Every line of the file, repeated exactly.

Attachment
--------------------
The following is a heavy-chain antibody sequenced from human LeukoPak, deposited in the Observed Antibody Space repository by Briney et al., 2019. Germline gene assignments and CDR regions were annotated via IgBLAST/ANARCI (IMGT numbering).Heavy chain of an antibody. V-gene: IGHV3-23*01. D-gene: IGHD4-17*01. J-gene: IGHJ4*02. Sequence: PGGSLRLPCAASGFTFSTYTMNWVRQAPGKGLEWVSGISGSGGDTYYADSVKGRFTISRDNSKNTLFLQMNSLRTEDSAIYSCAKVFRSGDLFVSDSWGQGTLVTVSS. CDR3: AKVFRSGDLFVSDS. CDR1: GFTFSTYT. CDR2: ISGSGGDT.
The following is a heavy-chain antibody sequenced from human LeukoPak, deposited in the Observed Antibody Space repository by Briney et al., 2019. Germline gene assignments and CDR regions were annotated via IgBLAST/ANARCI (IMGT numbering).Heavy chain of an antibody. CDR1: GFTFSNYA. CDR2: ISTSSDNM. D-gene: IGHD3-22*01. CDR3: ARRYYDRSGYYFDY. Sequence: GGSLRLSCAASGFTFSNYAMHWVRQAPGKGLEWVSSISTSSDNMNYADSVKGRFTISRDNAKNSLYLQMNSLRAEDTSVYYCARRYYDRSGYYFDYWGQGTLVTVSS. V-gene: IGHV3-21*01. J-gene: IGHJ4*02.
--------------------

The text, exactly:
The following is a heavy-chain antibody sequenced from human LeukoPak, deposited in the Observed Antibody Space repository by Briney et al., 2019. Germline gene assignments and CDR regions were annotated via IgBLAST/ANARCI (IMGT numbering).Heavy chain of an antibody. V-gene: IGHV3-23*01. D-gene: IGHD4-17*01. J-gene: IGHJ4*02. Sequence: PGGSLRLPCAASGFTFSTYTMNWVRQAPGKGLEWVSGISGSGGDTYYADSVKGRFTISRDNSKNTLFLQMNSLRTEDSAIYSCAKVFRSGDLFVSDSWGQGTLVTVSS. CDR3: AKVFRSGDLFVSDS. CDR1: GFTFSTYT. CDR2: ISGSGGDT.
The following is a heavy-chain antibody sequenced from human LeukoPak, deposited in the Observed Antibody Space repository by Briney et al., 2019. Germline gene assignments and CDR regions were annotated via IgBLAST/ANARCI (IMGT numbering).Heavy chain of an antibody. CDR1: GFTFSNYA. CDR2: ISTSSDNM. D-gene: IGHD3-22*01. CDR3: ARRYYDRSGYYFDY. Sequence: GGSLRLSCAASGFTFSNYAMHWVRQAPGKGLEWVSSISTSSDNMNYADSVKGRFTISRDNAKNSLYLQMNSLRAEDTSVYYCARRYYDRSGYYFDYWGQGTLVTVSS. V-gene: IGHV3-21*01. J-gene: IGHJ4*02.